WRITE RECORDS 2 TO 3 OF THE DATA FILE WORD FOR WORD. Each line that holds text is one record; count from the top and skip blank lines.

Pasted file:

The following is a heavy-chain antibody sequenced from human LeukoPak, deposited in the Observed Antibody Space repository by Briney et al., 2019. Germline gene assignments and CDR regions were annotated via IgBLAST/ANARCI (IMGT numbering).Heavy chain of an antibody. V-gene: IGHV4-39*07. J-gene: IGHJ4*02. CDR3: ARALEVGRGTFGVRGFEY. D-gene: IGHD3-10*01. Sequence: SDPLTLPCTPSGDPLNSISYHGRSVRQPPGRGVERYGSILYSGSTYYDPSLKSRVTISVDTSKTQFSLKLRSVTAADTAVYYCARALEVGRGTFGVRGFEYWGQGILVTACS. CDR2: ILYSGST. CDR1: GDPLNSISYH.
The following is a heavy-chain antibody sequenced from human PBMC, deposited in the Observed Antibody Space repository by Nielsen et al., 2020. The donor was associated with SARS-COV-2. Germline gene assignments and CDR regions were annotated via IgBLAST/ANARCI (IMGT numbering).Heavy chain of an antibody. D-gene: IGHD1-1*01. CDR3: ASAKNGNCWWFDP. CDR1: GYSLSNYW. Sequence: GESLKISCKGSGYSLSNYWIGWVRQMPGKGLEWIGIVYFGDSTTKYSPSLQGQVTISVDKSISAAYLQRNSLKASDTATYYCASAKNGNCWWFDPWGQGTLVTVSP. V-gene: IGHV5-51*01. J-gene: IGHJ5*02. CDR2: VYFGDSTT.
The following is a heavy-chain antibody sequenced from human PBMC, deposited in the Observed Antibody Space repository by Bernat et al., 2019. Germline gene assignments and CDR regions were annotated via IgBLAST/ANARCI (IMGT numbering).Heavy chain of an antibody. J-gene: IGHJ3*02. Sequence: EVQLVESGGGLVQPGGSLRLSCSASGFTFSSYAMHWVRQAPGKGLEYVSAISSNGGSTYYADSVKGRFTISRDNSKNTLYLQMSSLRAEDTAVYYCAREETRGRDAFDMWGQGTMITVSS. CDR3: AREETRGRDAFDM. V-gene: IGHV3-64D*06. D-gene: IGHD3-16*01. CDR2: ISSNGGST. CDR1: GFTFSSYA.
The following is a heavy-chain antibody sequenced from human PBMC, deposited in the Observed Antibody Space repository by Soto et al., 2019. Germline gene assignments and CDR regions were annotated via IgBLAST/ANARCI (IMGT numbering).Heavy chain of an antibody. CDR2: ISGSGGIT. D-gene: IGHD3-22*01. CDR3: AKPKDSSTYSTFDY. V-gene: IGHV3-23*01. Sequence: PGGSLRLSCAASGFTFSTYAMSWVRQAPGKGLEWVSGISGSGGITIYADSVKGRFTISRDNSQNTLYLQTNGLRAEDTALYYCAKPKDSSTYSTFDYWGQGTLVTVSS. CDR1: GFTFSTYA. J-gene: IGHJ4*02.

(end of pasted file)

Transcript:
The following is a heavy-chain antibody sequenced from human PBMC, deposited in the Observed Antibody Space repository by Nielsen et al., 2020. The donor was associated with SARS-COV-2. Germline gene assignments and CDR regions were annotated via IgBLAST/ANARCI (IMGT numbering).Heavy chain of an antibody. D-gene: IGHD1-1*01. CDR3: ASAKNGNCWWFDP. CDR1: GYSLSNYW. Sequence: GESLKISCKGSGYSLSNYWIGWVRQMPGKGLEWIGIVYFGDSTTKYSPSLQGQVTISVDKSISAAYLQRNSLKASDTATYYCASAKNGNCWWFDPWGQGTLVTVSP. V-gene: IGHV5-51*01. J-gene: IGHJ5*02. CDR2: VYFGDSTT.
The following is a heavy-chain antibody sequenced from human PBMC, deposited in the Observed Antibody Space repository by Bernat et al., 2019. Germline gene assignments and CDR regions were annotated via IgBLAST/ANARCI (IMGT numbering).Heavy chain of an antibody. J-gene: IGHJ3*02. Sequence: EVQLVESGGGLVQPGGSLRLSCSASGFTFSSYAMHWVRQAPGKGLEYVSAISSNGGSTYYADSVKGRFTISRDNSKNTLYLQMSSLRAEDTAVYYCAREETRGRDAFDMWGQGTMITVSS. CDR3: AREETRGRDAFDM. V-gene: IGHV3-64D*06. D-gene: IGHD3-16*01. CDR2: ISSNGGST. CDR1: GFTFSSYA.